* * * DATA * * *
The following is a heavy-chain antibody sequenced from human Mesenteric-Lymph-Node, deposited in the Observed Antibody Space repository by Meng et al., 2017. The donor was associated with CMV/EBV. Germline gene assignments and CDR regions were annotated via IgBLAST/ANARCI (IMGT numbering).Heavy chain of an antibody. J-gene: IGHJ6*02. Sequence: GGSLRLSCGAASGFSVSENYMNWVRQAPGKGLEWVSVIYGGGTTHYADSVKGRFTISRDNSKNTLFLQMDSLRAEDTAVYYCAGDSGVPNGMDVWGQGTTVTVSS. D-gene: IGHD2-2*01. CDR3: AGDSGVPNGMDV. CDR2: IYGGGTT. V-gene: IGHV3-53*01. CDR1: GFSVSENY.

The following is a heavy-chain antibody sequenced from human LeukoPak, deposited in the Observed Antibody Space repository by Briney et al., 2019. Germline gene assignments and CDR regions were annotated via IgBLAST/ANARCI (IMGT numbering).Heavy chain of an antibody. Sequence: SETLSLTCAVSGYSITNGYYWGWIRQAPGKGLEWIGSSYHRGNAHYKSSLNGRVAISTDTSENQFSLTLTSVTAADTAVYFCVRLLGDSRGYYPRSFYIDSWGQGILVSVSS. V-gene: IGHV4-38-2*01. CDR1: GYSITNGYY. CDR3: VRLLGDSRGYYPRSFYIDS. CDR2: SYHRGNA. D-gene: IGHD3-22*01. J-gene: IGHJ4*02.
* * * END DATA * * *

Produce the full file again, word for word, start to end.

The following is a heavy-chain antibody sequenced from human Mesenteric-Lymph-Node, deposited in the Observed Antibody Space repository by Meng et al., 2017. The donor was associated with CMV/EBV. Germline gene assignments and CDR regions were annotated via IgBLAST/ANARCI (IMGT numbering).Heavy chain of an antibody. J-gene: IGHJ6*02. Sequence: GGSLRLSCGAASGFSVSENYMNWVRQAPGKGLEWVSVIYGGGTTHYADSVKGRFTISRDNSKNTLFLQMDSLRAEDTAVYYCAGDSGVPNGMDVWGQGTTVTVSS. D-gene: IGHD2-2*01. CDR3: AGDSGVPNGMDV. CDR2: IYGGGTT. V-gene: IGHV3-53*01. CDR1: GFSVSENY.

The following is a heavy-chain antibody sequenced from human LeukoPak, deposited in the Observed Antibody Space repository by Briney et al., 2019. Germline gene assignments and CDR regions were annotated via IgBLAST/ANARCI (IMGT numbering).Heavy chain of an antibody. Sequence: SETLSLTCAVSGYSITNGYYWGWIRQAPGKGLEWIGSSYHRGNAHYKSSLNGRVAISTDTSENQFSLTLTSVTAADTAVYFCVRLLGDSRGYYPRSFYIDSWGQGILVSVSS. V-gene: IGHV4-38-2*01. CDR1: GYSITNGYY. CDR3: VRLLGDSRGYYPRSFYIDS. CDR2: SYHRGNA. D-gene: IGHD3-22*01. J-gene: IGHJ4*02.